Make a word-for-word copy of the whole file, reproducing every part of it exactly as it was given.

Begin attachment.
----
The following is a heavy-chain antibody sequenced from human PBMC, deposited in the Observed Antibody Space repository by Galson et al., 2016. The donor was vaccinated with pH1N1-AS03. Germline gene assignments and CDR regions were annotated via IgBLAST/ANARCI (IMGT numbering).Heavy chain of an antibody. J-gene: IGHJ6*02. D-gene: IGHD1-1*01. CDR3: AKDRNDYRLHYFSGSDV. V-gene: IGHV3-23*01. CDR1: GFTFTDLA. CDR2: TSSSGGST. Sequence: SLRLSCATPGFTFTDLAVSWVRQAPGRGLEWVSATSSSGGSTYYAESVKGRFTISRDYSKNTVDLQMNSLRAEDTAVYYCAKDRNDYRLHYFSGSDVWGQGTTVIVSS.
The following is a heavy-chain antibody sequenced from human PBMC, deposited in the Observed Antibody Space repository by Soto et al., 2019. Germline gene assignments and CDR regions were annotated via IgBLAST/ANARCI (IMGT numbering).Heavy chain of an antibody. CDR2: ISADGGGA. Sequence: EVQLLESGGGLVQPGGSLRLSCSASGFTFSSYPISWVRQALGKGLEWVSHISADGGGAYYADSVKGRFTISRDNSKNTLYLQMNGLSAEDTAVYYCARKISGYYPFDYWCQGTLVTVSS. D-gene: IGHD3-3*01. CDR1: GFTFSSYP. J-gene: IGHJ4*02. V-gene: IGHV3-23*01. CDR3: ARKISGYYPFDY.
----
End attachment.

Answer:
The following is a heavy-chain antibody sequenced from human PBMC, deposited in the Observed Antibody Space repository by Galson et al., 2016. The donor was vaccinated with pH1N1-AS03. Germline gene assignments and CDR regions were annotated via IgBLAST/ANARCI (IMGT numbering).Heavy chain of an antibody. J-gene: IGHJ6*02. D-gene: IGHD1-1*01. CDR3: AKDRNDYRLHYFSGSDV. V-gene: IGHV3-23*01. CDR1: GFTFTDLA. CDR2: TSSSGGST. Sequence: SLRLSCATPGFTFTDLAVSWVRQAPGRGLEWVSATSSSGGSTYYAESVKGRFTISRDYSKNTVDLQMNSLRAEDTAVYYCAKDRNDYRLHYFSGSDVWGQGTTVIVSS.
The following is a heavy-chain antibody sequenced from human PBMC, deposited in the Observed Antibody Space repository by Soto et al., 2019. Germline gene assignments and CDR regions were annotated via IgBLAST/ANARCI (IMGT numbering).Heavy chain of an antibody. CDR2: ISADGGGA. Sequence: EVQLLESGGGLVQPGGSLRLSCSASGFTFSSYPISWVRQALGKGLEWVSHISADGGGAYYADSVKGRFTISRDNSKNTLYLQMNGLSAEDTAVYYCARKISGYYPFDYWCQGTLVTVSS. D-gene: IGHD3-3*01. CDR1: GFTFSSYP. J-gene: IGHJ4*02. V-gene: IGHV3-23*01. CDR3: ARKISGYYPFDY.